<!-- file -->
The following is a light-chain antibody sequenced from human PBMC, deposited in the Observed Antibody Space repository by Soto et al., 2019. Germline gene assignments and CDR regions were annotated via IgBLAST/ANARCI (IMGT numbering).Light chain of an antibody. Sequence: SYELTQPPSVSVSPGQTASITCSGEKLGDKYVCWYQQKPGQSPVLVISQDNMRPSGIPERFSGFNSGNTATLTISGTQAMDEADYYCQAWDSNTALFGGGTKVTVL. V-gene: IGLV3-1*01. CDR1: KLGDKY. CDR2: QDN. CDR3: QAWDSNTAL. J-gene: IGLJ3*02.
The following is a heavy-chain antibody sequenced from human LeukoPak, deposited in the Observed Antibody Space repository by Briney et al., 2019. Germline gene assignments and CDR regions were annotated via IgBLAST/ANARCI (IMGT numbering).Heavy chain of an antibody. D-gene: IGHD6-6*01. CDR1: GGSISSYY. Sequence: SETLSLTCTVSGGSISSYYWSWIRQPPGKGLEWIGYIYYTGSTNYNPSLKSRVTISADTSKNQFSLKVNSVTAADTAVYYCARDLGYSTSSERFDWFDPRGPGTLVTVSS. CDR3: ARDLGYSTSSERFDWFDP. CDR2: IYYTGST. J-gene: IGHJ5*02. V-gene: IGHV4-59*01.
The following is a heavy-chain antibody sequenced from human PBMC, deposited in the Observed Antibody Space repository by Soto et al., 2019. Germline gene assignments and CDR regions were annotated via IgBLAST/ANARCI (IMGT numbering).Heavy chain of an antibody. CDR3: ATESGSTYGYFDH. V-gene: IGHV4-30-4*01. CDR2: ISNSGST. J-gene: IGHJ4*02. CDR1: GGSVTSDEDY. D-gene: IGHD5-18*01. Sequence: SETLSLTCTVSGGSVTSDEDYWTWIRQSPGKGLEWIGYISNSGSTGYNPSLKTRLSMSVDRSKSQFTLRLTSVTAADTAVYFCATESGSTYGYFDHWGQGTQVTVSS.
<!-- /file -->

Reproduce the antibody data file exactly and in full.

The following is a light-chain antibody sequenced from human PBMC, deposited in the Observed Antibody Space repository by Soto et al., 2019. Germline gene assignments and CDR regions were annotated via IgBLAST/ANARCI (IMGT numbering).Light chain of an antibody. Sequence: SYELTQPPSVSVSPGQTASITCSGEKLGDKYVCWYQQKPGQSPVLVISQDNMRPSGIPERFSGFNSGNTATLTISGTQAMDEADYYCQAWDSNTALFGGGTKVTVL. V-gene: IGLV3-1*01. CDR1: KLGDKY. CDR2: QDN. CDR3: QAWDSNTAL. J-gene: IGLJ3*02.
The following is a heavy-chain antibody sequenced from human LeukoPak, deposited in the Observed Antibody Space repository by Briney et al., 2019. Germline gene assignments and CDR regions were annotated via IgBLAST/ANARCI (IMGT numbering).Heavy chain of an antibody. D-gene: IGHD6-6*01. CDR1: GGSISSYY. Sequence: SETLSLTCTVSGGSISSYYWSWIRQPPGKGLEWIGYIYYTGSTNYNPSLKSRVTISADTSKNQFSLKVNSVTAADTAVYYCARDLGYSTSSERFDWFDPRGPGTLVTVSS. CDR3: ARDLGYSTSSERFDWFDP. CDR2: IYYTGST. J-gene: IGHJ5*02. V-gene: IGHV4-59*01.
The following is a heavy-chain antibody sequenced from human PBMC, deposited in the Observed Antibody Space repository by Soto et al., 2019. Germline gene assignments and CDR regions were annotated via IgBLAST/ANARCI (IMGT numbering).Heavy chain of an antibody. CDR3: ATESGSTYGYFDH. V-gene: IGHV4-30-4*01. CDR2: ISNSGST. J-gene: IGHJ4*02. CDR1: GGSVTSDEDY. D-gene: IGHD5-18*01. Sequence: SETLSLTCTVSGGSVTSDEDYWTWIRQSPGKGLEWIGYISNSGSTGYNPSLKTRLSMSVDRSKSQFTLRLTSVTAADTAVYFCATESGSTYGYFDHWGQGTQVTVSS.